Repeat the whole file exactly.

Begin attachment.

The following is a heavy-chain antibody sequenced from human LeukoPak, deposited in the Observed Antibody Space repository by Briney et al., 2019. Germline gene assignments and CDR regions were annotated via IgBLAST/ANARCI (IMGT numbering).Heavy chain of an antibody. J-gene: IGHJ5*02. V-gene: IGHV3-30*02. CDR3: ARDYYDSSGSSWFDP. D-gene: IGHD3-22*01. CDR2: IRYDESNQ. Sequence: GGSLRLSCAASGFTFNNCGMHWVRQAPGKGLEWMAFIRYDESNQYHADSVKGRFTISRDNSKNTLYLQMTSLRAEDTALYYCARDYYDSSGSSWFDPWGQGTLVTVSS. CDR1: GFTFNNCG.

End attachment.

The following is a heavy-chain antibody sequenced from human LeukoPak, deposited in the Observed Antibody Space repository by Briney et al., 2019. Germline gene assignments and CDR regions were annotated via IgBLAST/ANARCI (IMGT numbering).Heavy chain of an antibody. J-gene: IGHJ5*02. V-gene: IGHV3-30*02. CDR3: ARDYYDSSGSSWFDP. D-gene: IGHD3-22*01. CDR2: IRYDESNQ. Sequence: GGSLRLSCAASGFTFNNCGMHWVRQAPGKGLEWMAFIRYDESNQYHADSVKGRFTISRDNSKNTLYLQMTSLRAEDTALYYCARDYYDSSGSSWFDPWGQGTLVTVSS. CDR1: GFTFNNCG.